For Smokers, Low Levels of Vitamin D May Lead to Cancer
New research appearing online today in Clinical Chemistry, the journal of AACC, shows that decreased levels of vitamin D may predispose smokers to developing tobacco-related cancer. This study illustrates that simple vitamin D blood tests and supplements have the potential to improve smokers' health. In the U.S. alone, cigarette smoking accounts for more deaths annually than HIV, illegal drugs, alcohol, motor vehicle injuries, suicides, and murders combined. It is the primary causal factor for at least 30% of all cancer deaths, and can lead to multiple kinds of cancer, including bladder, cervical, esophageal, head and neck, kidney, liver, lung, pancreatic, and stomach, as well as myeloid leukemia. According to the Centers for Disease Control and Prevention, the healthcare expenditures and productivity losses due to smoking cost the economy approximately $193 billion per year.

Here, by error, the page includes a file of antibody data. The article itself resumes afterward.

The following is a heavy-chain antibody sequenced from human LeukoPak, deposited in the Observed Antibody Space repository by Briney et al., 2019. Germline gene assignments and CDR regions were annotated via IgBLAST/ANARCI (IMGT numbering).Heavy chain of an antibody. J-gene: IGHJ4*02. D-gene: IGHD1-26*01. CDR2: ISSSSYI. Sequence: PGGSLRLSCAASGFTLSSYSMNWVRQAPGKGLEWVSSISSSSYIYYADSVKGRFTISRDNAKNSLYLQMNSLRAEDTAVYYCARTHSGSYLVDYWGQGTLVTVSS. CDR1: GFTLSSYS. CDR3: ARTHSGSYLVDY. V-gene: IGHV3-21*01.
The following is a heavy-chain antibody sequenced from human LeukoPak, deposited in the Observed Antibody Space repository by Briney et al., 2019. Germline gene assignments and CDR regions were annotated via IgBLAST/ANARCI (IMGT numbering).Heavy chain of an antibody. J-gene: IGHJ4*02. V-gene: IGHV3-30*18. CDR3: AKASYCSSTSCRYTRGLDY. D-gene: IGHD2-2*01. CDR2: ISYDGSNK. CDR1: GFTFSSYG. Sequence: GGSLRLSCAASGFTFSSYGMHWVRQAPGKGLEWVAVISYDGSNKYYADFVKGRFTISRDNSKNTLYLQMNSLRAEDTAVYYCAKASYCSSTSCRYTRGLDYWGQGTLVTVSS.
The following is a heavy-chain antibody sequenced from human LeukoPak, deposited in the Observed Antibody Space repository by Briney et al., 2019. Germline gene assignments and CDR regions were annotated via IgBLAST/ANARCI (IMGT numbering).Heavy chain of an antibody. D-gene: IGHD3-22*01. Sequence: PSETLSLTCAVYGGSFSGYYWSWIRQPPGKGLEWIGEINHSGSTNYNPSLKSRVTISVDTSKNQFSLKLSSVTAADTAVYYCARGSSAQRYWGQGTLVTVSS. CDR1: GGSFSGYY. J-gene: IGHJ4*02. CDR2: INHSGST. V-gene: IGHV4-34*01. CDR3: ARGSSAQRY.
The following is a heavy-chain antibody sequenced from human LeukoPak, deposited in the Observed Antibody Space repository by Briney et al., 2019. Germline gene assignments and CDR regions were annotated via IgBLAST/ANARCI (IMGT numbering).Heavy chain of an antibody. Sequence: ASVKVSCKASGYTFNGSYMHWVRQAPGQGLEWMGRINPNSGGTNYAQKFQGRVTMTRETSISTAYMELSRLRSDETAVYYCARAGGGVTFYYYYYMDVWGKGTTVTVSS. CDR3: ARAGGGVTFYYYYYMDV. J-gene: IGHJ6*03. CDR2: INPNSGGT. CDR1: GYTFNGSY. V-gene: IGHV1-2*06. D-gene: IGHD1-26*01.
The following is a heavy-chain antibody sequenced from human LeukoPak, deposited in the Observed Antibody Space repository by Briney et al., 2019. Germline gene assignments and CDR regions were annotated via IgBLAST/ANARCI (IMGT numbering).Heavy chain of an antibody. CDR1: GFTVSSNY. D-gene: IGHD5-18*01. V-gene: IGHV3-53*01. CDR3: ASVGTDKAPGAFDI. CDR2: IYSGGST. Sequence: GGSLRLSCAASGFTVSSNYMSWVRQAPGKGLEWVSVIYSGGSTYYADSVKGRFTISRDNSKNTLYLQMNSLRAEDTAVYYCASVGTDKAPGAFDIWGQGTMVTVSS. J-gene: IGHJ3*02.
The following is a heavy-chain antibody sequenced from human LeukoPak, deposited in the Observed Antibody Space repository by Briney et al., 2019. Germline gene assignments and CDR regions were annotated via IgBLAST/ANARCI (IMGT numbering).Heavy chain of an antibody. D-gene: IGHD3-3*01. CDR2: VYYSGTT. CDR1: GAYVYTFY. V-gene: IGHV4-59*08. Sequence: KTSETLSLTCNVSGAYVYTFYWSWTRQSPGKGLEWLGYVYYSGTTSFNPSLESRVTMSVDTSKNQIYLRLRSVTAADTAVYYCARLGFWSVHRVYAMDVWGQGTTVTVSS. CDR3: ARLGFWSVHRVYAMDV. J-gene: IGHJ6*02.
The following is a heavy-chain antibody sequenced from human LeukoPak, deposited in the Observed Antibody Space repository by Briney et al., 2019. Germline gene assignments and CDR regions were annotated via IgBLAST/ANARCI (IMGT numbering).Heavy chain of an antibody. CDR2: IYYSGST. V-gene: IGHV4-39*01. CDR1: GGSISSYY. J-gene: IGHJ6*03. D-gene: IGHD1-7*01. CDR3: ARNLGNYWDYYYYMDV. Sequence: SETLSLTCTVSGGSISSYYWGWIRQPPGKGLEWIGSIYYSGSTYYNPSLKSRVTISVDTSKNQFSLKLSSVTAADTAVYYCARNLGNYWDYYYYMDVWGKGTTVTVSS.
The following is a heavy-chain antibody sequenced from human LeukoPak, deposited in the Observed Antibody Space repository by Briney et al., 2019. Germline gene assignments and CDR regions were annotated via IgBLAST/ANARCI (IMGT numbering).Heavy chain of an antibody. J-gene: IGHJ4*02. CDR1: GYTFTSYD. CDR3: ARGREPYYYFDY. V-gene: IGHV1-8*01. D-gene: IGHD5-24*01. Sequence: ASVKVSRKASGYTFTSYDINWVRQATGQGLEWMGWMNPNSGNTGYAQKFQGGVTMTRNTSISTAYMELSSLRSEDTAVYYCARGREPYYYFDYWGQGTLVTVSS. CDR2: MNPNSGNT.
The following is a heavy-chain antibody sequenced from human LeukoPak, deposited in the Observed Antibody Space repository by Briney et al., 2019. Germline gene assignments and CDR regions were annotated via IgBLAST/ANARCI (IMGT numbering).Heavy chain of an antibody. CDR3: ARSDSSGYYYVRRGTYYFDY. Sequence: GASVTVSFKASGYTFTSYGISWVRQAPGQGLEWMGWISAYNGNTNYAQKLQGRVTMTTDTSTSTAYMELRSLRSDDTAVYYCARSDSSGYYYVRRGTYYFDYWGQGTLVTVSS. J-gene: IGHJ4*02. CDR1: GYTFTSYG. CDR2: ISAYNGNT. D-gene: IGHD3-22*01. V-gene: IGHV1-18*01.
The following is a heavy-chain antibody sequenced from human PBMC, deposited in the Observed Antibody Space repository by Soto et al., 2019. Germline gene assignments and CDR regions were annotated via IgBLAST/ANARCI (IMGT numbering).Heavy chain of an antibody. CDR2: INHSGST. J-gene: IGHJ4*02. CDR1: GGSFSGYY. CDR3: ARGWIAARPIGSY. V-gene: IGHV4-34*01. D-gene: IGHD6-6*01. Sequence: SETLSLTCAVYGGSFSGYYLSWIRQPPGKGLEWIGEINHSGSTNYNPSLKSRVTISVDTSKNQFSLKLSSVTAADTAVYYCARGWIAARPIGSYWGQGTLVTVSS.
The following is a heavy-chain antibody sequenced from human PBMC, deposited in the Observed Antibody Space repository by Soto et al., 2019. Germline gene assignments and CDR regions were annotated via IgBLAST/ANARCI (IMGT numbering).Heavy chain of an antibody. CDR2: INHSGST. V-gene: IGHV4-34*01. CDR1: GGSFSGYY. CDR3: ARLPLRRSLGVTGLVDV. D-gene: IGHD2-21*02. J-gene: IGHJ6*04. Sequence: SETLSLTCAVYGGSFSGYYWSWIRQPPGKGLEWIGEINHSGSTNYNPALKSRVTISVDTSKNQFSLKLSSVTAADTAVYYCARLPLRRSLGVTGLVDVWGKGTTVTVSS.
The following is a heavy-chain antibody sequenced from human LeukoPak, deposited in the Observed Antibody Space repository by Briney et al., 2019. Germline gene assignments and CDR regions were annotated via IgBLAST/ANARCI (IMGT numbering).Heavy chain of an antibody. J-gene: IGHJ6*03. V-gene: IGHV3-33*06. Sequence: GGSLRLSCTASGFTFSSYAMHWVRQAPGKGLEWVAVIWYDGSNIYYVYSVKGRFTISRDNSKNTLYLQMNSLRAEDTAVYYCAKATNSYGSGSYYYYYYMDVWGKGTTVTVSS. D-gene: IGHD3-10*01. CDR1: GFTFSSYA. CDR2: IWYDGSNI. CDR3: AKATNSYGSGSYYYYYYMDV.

In this paper, Afzal et al. measured plasma vitamin D levels in blood samples collected in 1981–1983 from 10,000 Danes from the general population. Researchers then followed the study participants for up to 28 years through the Danish Cancer Registry. Of the participants, 1,081 eventually developed a tobacco-related cancer. The authors determined that the median vitamin D concentration among these participants was only 14.8 ng/mL, versus the higher 16.4 ng/mL median concentration found for all participants together. These results show for the first time that the risk of tobacco-related cancers as a group is associated with lower concentrations of vitamin D. The data also indicate that tobacco smoke chemicals may influence vitamin D metabolism and function, while vitamin D may conversely modify the carcinogenicity of tobacco smoke chemicals. If further research confirms this, it would be consistent with previous studies demonstrating the anti-tumorigenic effects of vitamin D derivatives, as well as the correlation of vitamin D deficiency with favorable cancer-forming conditions and increased susceptibility to tobacco smoke carcinogens. Interestingly, though, low vitamin D levels were not connected with risk of other cancer types. "Our analyses show that the association between lower concentrations of plasma vitamin D and higher risk of cancer may be driven by tobacco-related cancer as a group, which has not been shown before," stated author Borge G. Nordestgaard, MD, DMSc, in the paper. "This is important for future studies investigating the association between plasma vitamin D and risk of cancer."